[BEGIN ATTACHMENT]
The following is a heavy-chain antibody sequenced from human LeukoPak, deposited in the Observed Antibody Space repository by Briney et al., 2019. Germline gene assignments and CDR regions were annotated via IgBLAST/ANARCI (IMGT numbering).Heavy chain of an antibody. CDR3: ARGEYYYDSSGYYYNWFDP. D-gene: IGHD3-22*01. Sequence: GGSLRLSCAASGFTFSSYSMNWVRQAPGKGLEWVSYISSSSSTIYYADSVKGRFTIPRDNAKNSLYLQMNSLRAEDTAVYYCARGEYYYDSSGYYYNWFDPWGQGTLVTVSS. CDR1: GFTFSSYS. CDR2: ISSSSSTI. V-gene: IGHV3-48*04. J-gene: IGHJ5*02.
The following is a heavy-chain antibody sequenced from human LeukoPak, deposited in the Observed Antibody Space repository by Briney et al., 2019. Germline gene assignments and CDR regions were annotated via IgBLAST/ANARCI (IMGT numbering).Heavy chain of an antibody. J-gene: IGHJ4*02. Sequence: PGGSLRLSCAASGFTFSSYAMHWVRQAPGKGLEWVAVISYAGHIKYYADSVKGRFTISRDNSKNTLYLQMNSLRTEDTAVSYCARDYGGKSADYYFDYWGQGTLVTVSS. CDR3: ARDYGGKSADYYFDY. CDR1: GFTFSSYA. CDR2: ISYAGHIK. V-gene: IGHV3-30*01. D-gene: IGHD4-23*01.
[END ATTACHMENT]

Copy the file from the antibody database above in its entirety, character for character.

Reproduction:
The following is a heavy-chain antibody sequenced from human LeukoPak, deposited in the Observed Antibody Space repository by Briney et al., 2019. Germline gene assignments and CDR regions were annotated via IgBLAST/ANARCI (IMGT numbering).Heavy chain of an antibody. CDR3: ARGEYYYDSSGYYYNWFDP. D-gene: IGHD3-22*01. Sequence: GGSLRLSCAASGFTFSSYSMNWVRQAPGKGLEWVSYISSSSSTIYYADSVKGRFTIPRDNAKNSLYLQMNSLRAEDTAVYYCARGEYYYDSSGYYYNWFDPWGQGTLVTVSS. CDR1: GFTFSSYS. CDR2: ISSSSSTI. V-gene: IGHV3-48*04. J-gene: IGHJ5*02.
The following is a heavy-chain antibody sequenced from human LeukoPak, deposited in the Observed Antibody Space repository by Briney et al., 2019. Germline gene assignments and CDR regions were annotated via IgBLAST/ANARCI (IMGT numbering).Heavy chain of an antibody. J-gene: IGHJ4*02. Sequence: PGGSLRLSCAASGFTFSSYAMHWVRQAPGKGLEWVAVISYAGHIKYYADSVKGRFTISRDNSKNTLYLQMNSLRTEDTAVSYCARDYGGKSADYYFDYWGQGTLVTVSS. CDR3: ARDYGGKSADYYFDY. CDR1: GFTFSSYA. CDR2: ISYAGHIK. V-gene: IGHV3-30*01. D-gene: IGHD4-23*01.